The path to quitting: not smoking becomes an everyday thing

There is no single or correct way to quit using nicotine products. Some go cold turkey, whereas others prefer gradually cutting down.

The duration and number of withdrawal symptoms vary from person to person. Withdrawal symptoms are a sign of the body cleansing itself. The symptoms are usually at their most intense during the first week, but they gradually ease off in the space of 3 to 4 weeks.

The most common withdrawal symptoms include:

  • Irritability
  • Impatience
  • Nicotine cravings
  • Restlessness
  • Difficulty concentrating
  • Problems with sleeping
  • Headaches
  • Feeling unwell
  • Increased appetite and sugar cravings.

For some people, drinking coffee can make the withdrawal symptoms worse, since caffeine leaves the body at a slower rate after you have quit using nicotine products.

Quitting smoking and nicotine is a change for both the person and the body. This change may involve not only actual withdrawal symptoms but other temporary symptoms and feelings. Other physical reactions may include:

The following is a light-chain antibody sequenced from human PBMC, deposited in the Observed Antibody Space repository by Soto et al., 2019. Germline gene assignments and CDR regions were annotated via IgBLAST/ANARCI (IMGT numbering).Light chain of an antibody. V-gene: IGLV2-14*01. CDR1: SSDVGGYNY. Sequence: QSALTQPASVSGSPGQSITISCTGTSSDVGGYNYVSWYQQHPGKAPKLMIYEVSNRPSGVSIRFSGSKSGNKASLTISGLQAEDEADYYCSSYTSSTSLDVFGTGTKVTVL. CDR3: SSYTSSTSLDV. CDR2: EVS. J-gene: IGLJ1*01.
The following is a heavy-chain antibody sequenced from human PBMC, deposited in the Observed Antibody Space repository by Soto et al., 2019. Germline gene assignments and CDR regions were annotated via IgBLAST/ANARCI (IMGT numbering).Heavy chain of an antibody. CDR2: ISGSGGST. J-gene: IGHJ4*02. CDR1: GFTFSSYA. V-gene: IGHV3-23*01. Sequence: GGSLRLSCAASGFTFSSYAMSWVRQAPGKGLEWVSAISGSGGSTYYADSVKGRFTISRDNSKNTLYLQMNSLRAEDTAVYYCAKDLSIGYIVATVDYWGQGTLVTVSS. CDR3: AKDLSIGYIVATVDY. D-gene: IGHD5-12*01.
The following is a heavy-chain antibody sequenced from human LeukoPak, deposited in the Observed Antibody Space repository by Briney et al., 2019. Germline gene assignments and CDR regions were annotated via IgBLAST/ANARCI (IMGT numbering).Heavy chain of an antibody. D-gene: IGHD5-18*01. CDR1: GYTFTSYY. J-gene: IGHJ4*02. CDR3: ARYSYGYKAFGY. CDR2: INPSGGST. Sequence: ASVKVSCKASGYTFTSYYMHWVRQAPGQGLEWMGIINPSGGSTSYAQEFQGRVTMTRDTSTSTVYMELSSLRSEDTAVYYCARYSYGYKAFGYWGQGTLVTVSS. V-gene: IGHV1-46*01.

• Cough, sometimes wet cough, which can last from 2 to 8 weeks
  • Bad metallic or bloody taste in the mouth
  • Fatigue and feeling low.
  • Keep a diary of your achievements. Be happy about every day you have gone without smoking.
  • Use nicotine products only on special occasions.
  • Be prepared for withdrawal symptoms. Consider whether you want to use nicotine replacement products. If you want to, buy them and carry them with you.
  • Plan how to navigate social situations without nicotine products, especially if your friends still use them.
  • Don’t get discouraged if you slip up. Start again.
  • When you find yourself craving for nicotine, do not act on that impulse but wait a few minutes instead. For some people, chewing gum, pastilles or a glass of water can help alleviate nicotine cravings.
  • Find habits and activities that last a couple of minutes to replace smoking, such as listening to your favourite music or going outside for a minute.
  • Be prepared for needing to put a little more effort into concentrating at work. Your brain is used to nicotine, so it will take some time to get your ability to concentrate back to normal.
  • Be prepared for feeling nervous. Try breathing and relaxation exercises and avoid excess stress and drinking. For some people, a moderately intense workout helps with agitation and withdrawal symptoms.
  • Spend time outdoors and remember regular meals and rest. Eat small, regular meals and plenty of vegetables and fibre. Drink plenty of water.